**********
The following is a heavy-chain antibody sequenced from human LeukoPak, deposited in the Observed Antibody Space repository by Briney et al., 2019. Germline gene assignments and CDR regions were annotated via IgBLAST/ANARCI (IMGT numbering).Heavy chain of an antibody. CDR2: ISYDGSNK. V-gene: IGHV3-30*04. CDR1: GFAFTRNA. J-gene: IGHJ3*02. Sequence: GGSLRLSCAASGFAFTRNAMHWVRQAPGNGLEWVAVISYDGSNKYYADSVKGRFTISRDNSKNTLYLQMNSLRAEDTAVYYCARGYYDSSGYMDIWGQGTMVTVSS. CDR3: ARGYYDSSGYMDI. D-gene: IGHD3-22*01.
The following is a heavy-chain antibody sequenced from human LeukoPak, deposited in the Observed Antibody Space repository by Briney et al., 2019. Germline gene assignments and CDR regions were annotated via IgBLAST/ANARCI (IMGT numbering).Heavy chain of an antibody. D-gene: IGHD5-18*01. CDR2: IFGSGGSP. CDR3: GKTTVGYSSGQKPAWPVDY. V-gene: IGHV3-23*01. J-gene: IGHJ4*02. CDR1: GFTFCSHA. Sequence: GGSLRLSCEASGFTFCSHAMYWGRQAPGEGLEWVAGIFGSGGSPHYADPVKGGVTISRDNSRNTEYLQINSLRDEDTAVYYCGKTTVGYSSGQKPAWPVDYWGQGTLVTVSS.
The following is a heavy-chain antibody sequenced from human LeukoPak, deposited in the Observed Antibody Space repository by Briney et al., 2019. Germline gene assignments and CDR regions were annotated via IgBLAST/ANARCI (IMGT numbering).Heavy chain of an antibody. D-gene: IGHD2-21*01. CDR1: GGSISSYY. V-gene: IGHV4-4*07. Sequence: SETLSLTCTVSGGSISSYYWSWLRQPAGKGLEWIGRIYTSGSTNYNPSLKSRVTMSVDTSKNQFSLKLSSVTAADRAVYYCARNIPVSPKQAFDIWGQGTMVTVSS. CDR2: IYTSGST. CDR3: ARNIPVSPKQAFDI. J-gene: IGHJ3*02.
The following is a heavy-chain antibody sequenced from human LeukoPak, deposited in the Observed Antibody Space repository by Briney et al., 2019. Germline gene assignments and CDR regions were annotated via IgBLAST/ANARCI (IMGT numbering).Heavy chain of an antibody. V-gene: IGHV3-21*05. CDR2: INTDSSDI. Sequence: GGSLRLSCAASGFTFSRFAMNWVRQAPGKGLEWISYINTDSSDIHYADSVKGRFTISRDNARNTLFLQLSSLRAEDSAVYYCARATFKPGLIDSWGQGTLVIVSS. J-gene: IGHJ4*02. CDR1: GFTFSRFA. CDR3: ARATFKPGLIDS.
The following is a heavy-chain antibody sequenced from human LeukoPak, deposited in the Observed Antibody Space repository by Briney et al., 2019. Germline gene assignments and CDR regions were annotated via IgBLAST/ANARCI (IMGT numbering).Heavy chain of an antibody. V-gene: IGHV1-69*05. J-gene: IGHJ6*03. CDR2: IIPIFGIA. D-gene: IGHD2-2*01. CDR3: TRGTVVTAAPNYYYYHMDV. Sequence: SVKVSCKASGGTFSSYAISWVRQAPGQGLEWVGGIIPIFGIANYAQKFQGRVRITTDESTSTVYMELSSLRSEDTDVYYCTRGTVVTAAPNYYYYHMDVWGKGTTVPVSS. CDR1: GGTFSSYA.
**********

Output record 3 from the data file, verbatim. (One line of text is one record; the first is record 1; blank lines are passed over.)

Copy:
The following is a heavy-chain antibody sequenced from human LeukoPak, deposited in the Observed Antibody Space repository by Briney et al., 2019. Germline gene assignments and CDR regions were annotated via IgBLAST/ANARCI (IMGT numbering).Heavy chain of an antibody. D-gene: IGHD2-21*01. CDR1: GGSISSYY. V-gene: IGHV4-4*07. Sequence: SETLSLTCTVSGGSISSYYWSWLRQPAGKGLEWIGRIYTSGSTNYNPSLKSRVTMSVDTSKNQFSLKLSSVTAADRAVYYCARNIPVSPKQAFDIWGQGTMVTVSS. CDR2: IYTSGST. CDR3: ARNIPVSPKQAFDI. J-gene: IGHJ3*02.